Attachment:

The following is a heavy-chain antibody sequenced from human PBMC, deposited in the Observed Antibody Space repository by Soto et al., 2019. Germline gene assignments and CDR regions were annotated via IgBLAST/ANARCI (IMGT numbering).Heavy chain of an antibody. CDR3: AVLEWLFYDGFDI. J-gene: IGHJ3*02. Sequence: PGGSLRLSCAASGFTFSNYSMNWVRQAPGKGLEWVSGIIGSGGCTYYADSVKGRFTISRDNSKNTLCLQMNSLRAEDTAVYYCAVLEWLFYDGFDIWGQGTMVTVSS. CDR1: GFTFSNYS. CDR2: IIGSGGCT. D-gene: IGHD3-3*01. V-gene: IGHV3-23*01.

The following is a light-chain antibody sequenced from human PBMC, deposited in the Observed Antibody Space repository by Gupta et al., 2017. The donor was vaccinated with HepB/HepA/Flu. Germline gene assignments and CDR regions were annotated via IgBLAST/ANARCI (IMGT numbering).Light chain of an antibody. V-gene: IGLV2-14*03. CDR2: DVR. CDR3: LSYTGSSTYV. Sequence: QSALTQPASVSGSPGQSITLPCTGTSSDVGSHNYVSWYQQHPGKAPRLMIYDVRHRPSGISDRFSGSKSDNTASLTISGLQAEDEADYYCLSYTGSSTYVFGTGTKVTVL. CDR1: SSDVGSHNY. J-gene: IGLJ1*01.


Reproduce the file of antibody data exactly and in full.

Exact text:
The following is a heavy-chain antibody sequenced from human PBMC, deposited in the Observed Antibody Space repository by Soto et al., 2019. Germline gene assignments and CDR regions were annotated via IgBLAST/ANARCI (IMGT numbering).Heavy chain of an antibody. CDR3: AVLEWLFYDGFDI. J-gene: IGHJ3*02. Sequence: PGGSLRLSCAASGFTFSNYSMNWVRQAPGKGLEWVSGIIGSGGCTYYADSVKGRFTISRDNSKNTLCLQMNSLRAEDTAVYYCAVLEWLFYDGFDIWGQGTMVTVSS. CDR1: GFTFSNYS. CDR2: IIGSGGCT. D-gene: IGHD3-3*01. V-gene: IGHV3-23*01.

The following is a light-chain antibody sequenced from human PBMC, deposited in the Observed Antibody Space repository by Gupta et al., 2017. The donor was vaccinated with HepB/HepA/Flu. Germline gene assignments and CDR regions were annotated via IgBLAST/ANARCI (IMGT numbering).Light chain of an antibody. V-gene: IGLV2-14*03. CDR2: DVR. CDR3: LSYTGSSTYV. Sequence: QSALTQPASVSGSPGQSITLPCTGTSSDVGSHNYVSWYQQHPGKAPRLMIYDVRHRPSGISDRFSGSKSDNTASLTISGLQAEDEADYYCLSYTGSSTYVFGTGTKVTVL. CDR1: SSDVGSHNY. J-gene: IGLJ1*01.